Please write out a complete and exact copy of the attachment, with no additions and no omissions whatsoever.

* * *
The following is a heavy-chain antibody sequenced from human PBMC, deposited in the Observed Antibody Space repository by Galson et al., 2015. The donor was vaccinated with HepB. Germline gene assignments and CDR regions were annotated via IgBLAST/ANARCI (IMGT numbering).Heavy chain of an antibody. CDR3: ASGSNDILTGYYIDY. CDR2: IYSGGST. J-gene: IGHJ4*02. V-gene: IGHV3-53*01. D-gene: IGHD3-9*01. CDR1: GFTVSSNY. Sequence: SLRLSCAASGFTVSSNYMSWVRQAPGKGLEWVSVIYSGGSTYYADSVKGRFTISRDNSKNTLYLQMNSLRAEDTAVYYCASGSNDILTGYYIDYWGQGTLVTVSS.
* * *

The following is a heavy-chain antibody sequenced from human PBMC, deposited in the Observed Antibody Space repository by Galson et al., 2015. The donor was vaccinated with HepB. Germline gene assignments and CDR regions were annotated via IgBLAST/ANARCI (IMGT numbering).Heavy chain of an antibody. CDR3: ASGSNDILTGYYIDY. CDR2: IYSGGST. J-gene: IGHJ4*02. V-gene: IGHV3-53*01. D-gene: IGHD3-9*01. CDR1: GFTVSSNY. Sequence: SLRLSCAASGFTVSSNYMSWVRQAPGKGLEWVSVIYSGGSTYYADSVKGRFTISRDNSKNTLYLQMNSLRAEDTAVYYCASGSNDILTGYYIDYWGQGTLVTVSS.